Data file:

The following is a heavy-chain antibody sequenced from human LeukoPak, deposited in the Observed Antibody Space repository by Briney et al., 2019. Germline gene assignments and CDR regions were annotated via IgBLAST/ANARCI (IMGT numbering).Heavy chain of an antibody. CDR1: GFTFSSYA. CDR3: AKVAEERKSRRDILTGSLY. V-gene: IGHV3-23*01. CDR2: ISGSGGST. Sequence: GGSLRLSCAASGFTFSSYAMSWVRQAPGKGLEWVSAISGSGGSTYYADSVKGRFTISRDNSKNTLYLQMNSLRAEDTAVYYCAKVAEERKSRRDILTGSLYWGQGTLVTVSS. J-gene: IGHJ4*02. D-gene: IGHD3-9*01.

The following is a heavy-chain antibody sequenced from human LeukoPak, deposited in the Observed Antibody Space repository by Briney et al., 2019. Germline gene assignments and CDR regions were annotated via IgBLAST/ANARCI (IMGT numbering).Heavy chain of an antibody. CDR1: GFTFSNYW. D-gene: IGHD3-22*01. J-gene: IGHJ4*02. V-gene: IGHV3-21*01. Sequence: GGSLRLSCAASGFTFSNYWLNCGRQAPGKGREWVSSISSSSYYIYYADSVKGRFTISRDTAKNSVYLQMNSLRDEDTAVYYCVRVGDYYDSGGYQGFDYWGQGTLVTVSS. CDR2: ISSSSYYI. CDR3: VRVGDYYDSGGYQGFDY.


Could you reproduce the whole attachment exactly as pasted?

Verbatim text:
The following is a heavy-chain antibody sequenced from human LeukoPak, deposited in the Observed Antibody Space repository by Briney et al., 2019. Germline gene assignments and CDR regions were annotated via IgBLAST/ANARCI (IMGT numbering).Heavy chain of an antibody. CDR1: GFTFSSYA. CDR3: AKVAEERKSRRDILTGSLY. V-gene: IGHV3-23*01. CDR2: ISGSGGST. Sequence: GGSLRLSCAASGFTFSSYAMSWVRQAPGKGLEWVSAISGSGGSTYYADSVKGRFTISRDNSKNTLYLQMNSLRAEDTAVYYCAKVAEERKSRRDILTGSLYWGQGTLVTVSS. J-gene: IGHJ4*02. D-gene: IGHD3-9*01.

The following is a heavy-chain antibody sequenced from human LeukoPak, deposited in the Observed Antibody Space repository by Briney et al., 2019. Germline gene assignments and CDR regions were annotated via IgBLAST/ANARCI (IMGT numbering).Heavy chain of an antibody. CDR1: GFTFSNYW. D-gene: IGHD3-22*01. J-gene: IGHJ4*02. V-gene: IGHV3-21*01. Sequence: GGSLRLSCAASGFTFSNYWLNCGRQAPGKGREWVSSISSSSYYIYYADSVKGRFTISRDTAKNSVYLQMNSLRDEDTAVYYCVRVGDYYDSGGYQGFDYWGQGTLVTVSS. CDR2: ISSSSYYI. CDR3: VRVGDYYDSGGYQGFDY.